Read the first paragraph of the book (you'll see): 

The days were already growing shorter, prodding us toward summer's end, when my mother and I left Boston for the sequestered town of Nye. She hummed to the radio and I sat strapped into the passenger seat, like a convict being shuttled between prisons. In the last six months, my Beacon Hill neighborhood had shrunk to the size of a single room: Dr. Patrick's office, with its greasy magazines and hieroglyphic water stains. The vast landscape that opened before us now wasn't any more comforting. The mountainous peaks resembled teeth. The road stretched between them like a black tongue. And here we were, in our small vehicle, speeding toward that awful mouth. 

Good right? Iris Dupont is in some ways your typical 14 year old, drawn like a magnet to hyperbole and her own inner monologue and just as fiercely away from the cloying presence of her parents. But she also has an imaginary friend. He's kind of her only friend. And he's famed journalist Edward R. Murrow. She talks to him. And he talks back. 

It was easy to conjure Murrow. I thought about him for a minute and then there he was, standing on Lily's pink carpet in a Savile Row suit and his signature red suspenders. The glowing eye of his cigarette pierced the dark. It winked at me like it knew something I didn't.
"Iris." Murrow's face hovered in the dark, close enough for me to smell his cigarette breath. "I know you're unhappy about being here. But think of Nye as a challenge. Have you ever known me to rest on my laurels?" 

Even Edward R. Murrow sometimes spoke in cliches, which only proves how ubiquitous and insidious they are.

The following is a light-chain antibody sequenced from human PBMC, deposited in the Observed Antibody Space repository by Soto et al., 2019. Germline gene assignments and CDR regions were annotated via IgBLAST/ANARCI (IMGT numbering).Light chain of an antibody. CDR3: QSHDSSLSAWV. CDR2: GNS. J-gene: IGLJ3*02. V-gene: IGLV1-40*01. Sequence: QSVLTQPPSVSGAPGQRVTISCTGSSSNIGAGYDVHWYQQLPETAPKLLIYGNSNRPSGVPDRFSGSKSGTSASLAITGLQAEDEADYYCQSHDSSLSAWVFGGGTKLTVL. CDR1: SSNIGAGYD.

I just love Iris. Her dogged pursuit of the truth is the only thing that's keeping her hanging on as loneliness and confusion swirl around her. That pursuit is something in Iris that I really latched on to (and is something that I think a lot of young or not-so-young-anymore girls would, too). At times, Iris is floundering, treading water, just trying to keep her head above the waves. That she solves the mysteries of Mariana Academy in the end is almost beside the point; as a former young girl myself, I understand the chief importance of solving your own mysteries, and Iris does too by the end of Gadfly.  

Don't miss Jennifer Miller's appearance at Water Street Bookstore on Thursday, May 10th at 7pm.

Tuesday, May 1, 2012

Too-Good Tuesday 5/1/12

We're all doing a little happy dance for new books over here (though to be perfectly honest, I'm more of an internal, mental happy dance-doer than a physical happy dance-doer, but trust me, it's getting crazy up in there). Here are a few of the new ones that are getting us psyched:

New in hardcover: 

The Newlyweds by Nell Freudenberger (I loved this novel! Jhumpa Lahiri for the next generation!)
An Uncommon Education by Elizabeth Percer (see Ms. Percer here this Thursday 5/3)
Insurgent by Veronica Roth (follow-up to YA/crossover fave Divergent)
Trapeze by Simon Mawer (remember his last novel, The Glass Room?) 
The Passage of Power: The Years of LBJ by Robert
End This Depression Now! by Paul Krugman

Now in Paperback:

Area 51: An Uncensored History of America's Top Secret Military Base by Annie Jacobsen
In the Garden of Beasts: Love, Terror, and an American Family in Hitler's Berlin by Erik Larson
The Arrivals by Meg Mitchell Moore (see Ms. Moore at WSB 5/30)
The Art of Fielding by Chad Harbach
Girls in White Dresses by Jennifer Close